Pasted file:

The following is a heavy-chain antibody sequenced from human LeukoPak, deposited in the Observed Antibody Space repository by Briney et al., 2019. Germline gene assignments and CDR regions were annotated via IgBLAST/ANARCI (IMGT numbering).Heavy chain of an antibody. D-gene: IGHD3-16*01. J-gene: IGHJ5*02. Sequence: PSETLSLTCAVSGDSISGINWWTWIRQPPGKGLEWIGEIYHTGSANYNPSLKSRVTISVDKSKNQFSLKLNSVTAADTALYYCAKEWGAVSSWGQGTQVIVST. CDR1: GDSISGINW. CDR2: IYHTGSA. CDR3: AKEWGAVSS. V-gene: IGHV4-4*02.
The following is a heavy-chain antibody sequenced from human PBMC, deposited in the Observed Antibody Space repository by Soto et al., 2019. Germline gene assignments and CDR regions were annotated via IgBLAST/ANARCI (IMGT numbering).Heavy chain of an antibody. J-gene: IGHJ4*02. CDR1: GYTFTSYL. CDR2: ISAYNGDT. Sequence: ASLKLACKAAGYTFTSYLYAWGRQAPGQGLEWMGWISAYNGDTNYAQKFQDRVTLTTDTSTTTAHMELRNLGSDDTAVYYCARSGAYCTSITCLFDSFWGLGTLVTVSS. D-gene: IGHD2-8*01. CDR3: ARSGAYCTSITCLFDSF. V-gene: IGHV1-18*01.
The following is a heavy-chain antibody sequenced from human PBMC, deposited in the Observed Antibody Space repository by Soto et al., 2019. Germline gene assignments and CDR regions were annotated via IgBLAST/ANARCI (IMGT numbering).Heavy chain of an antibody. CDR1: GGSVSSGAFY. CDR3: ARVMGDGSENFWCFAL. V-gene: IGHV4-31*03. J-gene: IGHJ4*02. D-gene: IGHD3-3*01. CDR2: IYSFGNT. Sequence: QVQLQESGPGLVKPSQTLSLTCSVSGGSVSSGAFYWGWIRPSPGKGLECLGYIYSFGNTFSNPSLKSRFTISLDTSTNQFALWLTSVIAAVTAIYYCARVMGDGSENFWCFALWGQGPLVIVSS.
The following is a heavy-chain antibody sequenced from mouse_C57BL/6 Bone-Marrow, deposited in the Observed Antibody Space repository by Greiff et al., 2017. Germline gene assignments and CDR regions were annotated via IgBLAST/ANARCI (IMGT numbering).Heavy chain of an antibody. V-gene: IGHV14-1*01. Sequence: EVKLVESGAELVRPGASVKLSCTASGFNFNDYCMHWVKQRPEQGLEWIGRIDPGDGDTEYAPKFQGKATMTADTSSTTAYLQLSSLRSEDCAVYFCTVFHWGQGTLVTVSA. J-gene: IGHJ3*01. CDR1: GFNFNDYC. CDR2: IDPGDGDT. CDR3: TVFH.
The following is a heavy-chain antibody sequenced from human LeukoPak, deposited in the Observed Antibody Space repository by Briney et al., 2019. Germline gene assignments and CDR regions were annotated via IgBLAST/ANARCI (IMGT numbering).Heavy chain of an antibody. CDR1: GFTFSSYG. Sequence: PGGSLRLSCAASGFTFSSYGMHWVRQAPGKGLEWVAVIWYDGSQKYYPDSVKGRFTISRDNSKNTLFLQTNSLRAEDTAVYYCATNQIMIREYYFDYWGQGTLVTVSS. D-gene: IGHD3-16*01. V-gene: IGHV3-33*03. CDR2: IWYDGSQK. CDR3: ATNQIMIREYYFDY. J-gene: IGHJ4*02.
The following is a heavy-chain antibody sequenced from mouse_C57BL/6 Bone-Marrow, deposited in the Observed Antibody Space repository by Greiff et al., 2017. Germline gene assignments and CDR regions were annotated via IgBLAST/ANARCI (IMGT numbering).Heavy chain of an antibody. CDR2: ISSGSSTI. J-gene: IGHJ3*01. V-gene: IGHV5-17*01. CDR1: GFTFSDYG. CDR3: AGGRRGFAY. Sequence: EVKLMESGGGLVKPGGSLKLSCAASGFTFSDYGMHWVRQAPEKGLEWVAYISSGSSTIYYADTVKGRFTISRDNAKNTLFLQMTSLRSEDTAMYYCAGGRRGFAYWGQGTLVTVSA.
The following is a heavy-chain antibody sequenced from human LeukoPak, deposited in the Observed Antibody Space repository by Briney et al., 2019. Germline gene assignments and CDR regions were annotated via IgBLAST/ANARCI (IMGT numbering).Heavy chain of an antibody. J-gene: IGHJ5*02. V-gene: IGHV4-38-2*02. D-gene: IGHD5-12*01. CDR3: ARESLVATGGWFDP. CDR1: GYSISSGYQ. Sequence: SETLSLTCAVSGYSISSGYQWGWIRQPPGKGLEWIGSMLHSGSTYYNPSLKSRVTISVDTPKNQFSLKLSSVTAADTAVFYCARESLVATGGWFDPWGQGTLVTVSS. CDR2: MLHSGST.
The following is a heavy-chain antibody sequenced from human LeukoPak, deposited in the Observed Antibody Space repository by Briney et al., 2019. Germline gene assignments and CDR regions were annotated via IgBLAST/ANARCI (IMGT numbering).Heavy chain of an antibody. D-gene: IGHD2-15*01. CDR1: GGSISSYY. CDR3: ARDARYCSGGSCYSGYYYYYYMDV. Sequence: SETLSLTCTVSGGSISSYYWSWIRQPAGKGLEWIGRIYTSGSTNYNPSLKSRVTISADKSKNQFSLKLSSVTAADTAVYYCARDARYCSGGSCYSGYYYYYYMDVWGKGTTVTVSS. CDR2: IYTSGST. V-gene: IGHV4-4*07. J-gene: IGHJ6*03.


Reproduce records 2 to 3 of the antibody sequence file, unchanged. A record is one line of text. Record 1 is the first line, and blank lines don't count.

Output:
The following is a heavy-chain antibody sequenced from human PBMC, deposited in the Observed Antibody Space repository by Soto et al., 2019. Germline gene assignments and CDR regions were annotated via IgBLAST/ANARCI (IMGT numbering).Heavy chain of an antibody. J-gene: IGHJ4*02. CDR1: GYTFTSYL. CDR2: ISAYNGDT. Sequence: ASLKLACKAAGYTFTSYLYAWGRQAPGQGLEWMGWISAYNGDTNYAQKFQDRVTLTTDTSTTTAHMELRNLGSDDTAVYYCARSGAYCTSITCLFDSFWGLGTLVTVSS. D-gene: IGHD2-8*01. CDR3: ARSGAYCTSITCLFDSF. V-gene: IGHV1-18*01.
The following is a heavy-chain antibody sequenced from human PBMC, deposited in the Observed Antibody Space repository by Soto et al., 2019. Germline gene assignments and CDR regions were annotated via IgBLAST/ANARCI (IMGT numbering).Heavy chain of an antibody. CDR1: GGSVSSGAFY. CDR3: ARVMGDGSENFWCFAL. V-gene: IGHV4-31*03. J-gene: IGHJ4*02. D-gene: IGHD3-3*01. CDR2: IYSFGNT. Sequence: QVQLQESGPGLVKPSQTLSLTCSVSGGSVSSGAFYWGWIRPSPGKGLECLGYIYSFGNTFSNPSLKSRFTISLDTSTNQFALWLTSVIAAVTAIYYCARVMGDGSENFWCFALWGQGPLVIVSS.